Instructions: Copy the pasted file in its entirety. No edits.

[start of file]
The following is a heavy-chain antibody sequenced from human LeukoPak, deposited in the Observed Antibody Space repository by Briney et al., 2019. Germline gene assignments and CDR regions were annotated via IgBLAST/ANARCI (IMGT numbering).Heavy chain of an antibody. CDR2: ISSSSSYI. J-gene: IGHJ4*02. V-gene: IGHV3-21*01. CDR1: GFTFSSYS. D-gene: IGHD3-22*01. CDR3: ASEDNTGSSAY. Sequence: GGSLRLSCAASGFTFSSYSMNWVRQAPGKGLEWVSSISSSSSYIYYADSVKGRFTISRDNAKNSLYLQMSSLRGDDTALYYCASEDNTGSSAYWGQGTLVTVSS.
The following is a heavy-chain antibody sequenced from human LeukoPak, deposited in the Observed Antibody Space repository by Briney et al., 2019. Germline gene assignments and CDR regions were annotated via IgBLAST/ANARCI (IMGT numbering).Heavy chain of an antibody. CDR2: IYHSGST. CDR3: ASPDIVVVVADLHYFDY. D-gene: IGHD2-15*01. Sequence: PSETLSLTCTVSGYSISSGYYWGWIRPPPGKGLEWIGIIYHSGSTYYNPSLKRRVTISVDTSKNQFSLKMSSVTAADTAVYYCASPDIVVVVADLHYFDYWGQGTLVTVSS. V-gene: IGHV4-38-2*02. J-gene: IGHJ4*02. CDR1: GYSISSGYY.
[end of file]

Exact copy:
The following is a heavy-chain antibody sequenced from human LeukoPak, deposited in the Observed Antibody Space repository by Briney et al., 2019. Germline gene assignments and CDR regions were annotated via IgBLAST/ANARCI (IMGT numbering).Heavy chain of an antibody. CDR2: ISSSSSYI. J-gene: IGHJ4*02. V-gene: IGHV3-21*01. CDR1: GFTFSSYS. D-gene: IGHD3-22*01. CDR3: ASEDNTGSSAY. Sequence: GGSLRLSCAASGFTFSSYSMNWVRQAPGKGLEWVSSISSSSSYIYYADSVKGRFTISRDNAKNSLYLQMSSLRGDDTALYYCASEDNTGSSAYWGQGTLVTVSS.
The following is a heavy-chain antibody sequenced from human LeukoPak, deposited in the Observed Antibody Space repository by Briney et al., 2019. Germline gene assignments and CDR regions were annotated via IgBLAST/ANARCI (IMGT numbering).Heavy chain of an antibody. CDR2: IYHSGST. CDR3: ASPDIVVVVADLHYFDY. D-gene: IGHD2-15*01. Sequence: PSETLSLTCTVSGYSISSGYYWGWIRPPPGKGLEWIGIIYHSGSTYYNPSLKRRVTISVDTSKNQFSLKMSSVTAADTAVYYCASPDIVVVVADLHYFDYWGQGTLVTVSS. V-gene: IGHV4-38-2*02. J-gene: IGHJ4*02. CDR1: GYSISSGYY.